Die Maintenance in the Forge Shop
Everyone in the forging industry has learned the value of increasing die life by welding. With the use of special welding alloys to repair particular problems associated with premature failure, cracking, heat checking, wear, etc., many forgers have experienced 50-300% increases in die life. This is accomplished by using the proper welding alloys along with proper procedures and highly trained personnel.
A major cause of die failure occurs in the forge shop itself. Because of increased competitive pressures to produce more forgings at reduced costs, some forgers have become lax in maintaining equipment and have shortcut maintenance procedures to keep output up and costs down. Often in these circumstances, just the opposite occurs, and substandard procedures only result in premature failure of dies and forging components.
Die and Equipment TemperaturesAll forgemasters, hammermen and press operators know and respect the necessary temperatures required to forge particular materials. This respect seems to go by the wayside, however, when it comes to dies and forging equipment. Dies are often set up in the hammer cold. After a flame is placed on them for a few hours, forging begins.
A red-hot billet is placed on the lower die. The top die is then impelled downward with tremendous force by means of a mechanical, hydraulic, air or steam force to shape the billet to match the impression in the die. When this cycle occurs to a die that is not properly preheated, the thermal shock to it is immeasurable.
The result can be premature cracking, which is sometimes so severe that the die ends up in two or more pieces. A few hours of preheating with a flame are insufficient to heat the die internally. The proper preheat would be to put the dies in a die heating furnace at 500°F for a period of at least one hour per inch of thickness. This ensures complete preheat throughout the die. After it is put in the hammer, put a flame on it to maintain temperature until forging begins.
In dies with multiple impressions, overheating can occur in areas having bosses or ribs that are isolated from the larger mass of the die block. These areas can become red hot, almost to forging temperatures. Some forging presses offer the benefit of preheating dies in the press and for maintaining the temperature. They may also have a cooling system to keep the dies from overheating from extended contact time with the part being forged. This is not so of hammers. Heat checking, malformation and softening of the die steel results in premature failure. Care should always be taken to not overheat the dies for an extended period of time. In no case should they be quenched.
Anyone who has ever stood in a forge shop when a hammer is running can feel the massive impact the hammer bases, anvils and other components are subjected to. The base and anvil, as is true of the dies, have a temperature at which they should be maintained – a minimum of 100°F. This holds for the entire piece of equipment, since the force of impact is reflected throughout the entire hammer.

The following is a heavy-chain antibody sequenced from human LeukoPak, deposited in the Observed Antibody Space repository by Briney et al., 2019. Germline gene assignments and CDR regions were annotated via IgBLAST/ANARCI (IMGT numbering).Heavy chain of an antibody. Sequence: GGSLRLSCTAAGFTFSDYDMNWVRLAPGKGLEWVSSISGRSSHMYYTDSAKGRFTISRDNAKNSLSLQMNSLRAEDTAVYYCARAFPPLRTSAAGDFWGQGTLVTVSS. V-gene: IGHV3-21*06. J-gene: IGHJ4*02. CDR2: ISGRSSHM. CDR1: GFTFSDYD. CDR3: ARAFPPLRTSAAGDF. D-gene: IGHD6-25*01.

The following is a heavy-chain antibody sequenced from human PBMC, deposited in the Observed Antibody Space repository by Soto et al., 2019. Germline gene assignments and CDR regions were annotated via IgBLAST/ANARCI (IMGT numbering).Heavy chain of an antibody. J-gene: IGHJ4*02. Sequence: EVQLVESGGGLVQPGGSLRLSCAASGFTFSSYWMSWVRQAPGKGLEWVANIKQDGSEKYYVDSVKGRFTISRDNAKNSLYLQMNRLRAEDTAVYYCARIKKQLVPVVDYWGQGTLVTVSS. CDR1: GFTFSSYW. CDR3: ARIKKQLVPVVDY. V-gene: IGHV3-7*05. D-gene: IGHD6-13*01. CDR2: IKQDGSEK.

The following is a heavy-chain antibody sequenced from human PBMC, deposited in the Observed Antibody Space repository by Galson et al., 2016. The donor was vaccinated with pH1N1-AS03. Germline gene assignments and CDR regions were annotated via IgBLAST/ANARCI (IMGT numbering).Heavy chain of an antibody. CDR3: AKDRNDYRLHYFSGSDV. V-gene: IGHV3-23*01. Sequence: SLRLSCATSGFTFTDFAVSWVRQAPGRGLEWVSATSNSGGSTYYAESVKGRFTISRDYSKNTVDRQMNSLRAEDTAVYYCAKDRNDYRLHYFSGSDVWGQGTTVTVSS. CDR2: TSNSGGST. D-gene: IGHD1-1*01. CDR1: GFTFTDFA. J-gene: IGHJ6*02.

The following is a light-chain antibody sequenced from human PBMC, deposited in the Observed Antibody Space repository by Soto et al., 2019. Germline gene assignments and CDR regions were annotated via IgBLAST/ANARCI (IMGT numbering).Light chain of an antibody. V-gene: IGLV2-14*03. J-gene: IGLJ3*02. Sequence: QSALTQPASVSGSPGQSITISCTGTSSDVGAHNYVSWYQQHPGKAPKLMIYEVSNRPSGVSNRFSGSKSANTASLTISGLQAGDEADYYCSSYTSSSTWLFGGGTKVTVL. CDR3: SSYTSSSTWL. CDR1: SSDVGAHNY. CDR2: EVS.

This is especially important in northern climates during the winter, where several infrared heaters around the base will accomplish this. Steam hammers, by their nature, will keep the upper components warm. Any forger that has had a cracked base or anvil can testify to their devastating effect on production, not to mention the wallet.
Die AlignmentAnother problem in the forge shop is misalignment of equipment.When a new ram and sow block are installed, a set of master dies is employed to properly align them so they hit squarely, center-to-center. This ensures equal impact at all points of the components. In the course of setting up dies for production, it may become necessary to move the ram or sow block to align the top and bottom dies to make a good part. To move the bottom die side to side, shims are installed around the sow block or moved from one side to the other. Most of the time, after a run is completed, these shims are not removed or returned to the original position as they should be. As a result, the ram and sow block lose their alignment.
The top die is adjusted by either shimming the hammer columns or moving the ram guides in or out. As with the sow block, the ram should be brought back to original position. This is a process that requires time and is usually put off until it is more convenient.
So what happens?
New dies are put in and more adjustments are made. After several such cycles, the components are so far out of line that excessive pressure is applied on one side and too little on the other. The result of the dies being impacted off-center is cracked die shanks, cracked rams and sow blocks and broken piston rods. The time it would take (every 5-10 days) to put the master dies in and realign the ram and sow block would far offset the cost of an expensive ram or sow-block repair and the downtime involved for such a repair. It is advisable to maintain an inventory of spare components (rams, sow blocks, etc.) that are in complete repair and ready to be switched out with the damaged components. By maintaining this inventory of spare parts, excessive downtime can be avoided while the damaged part is repaired.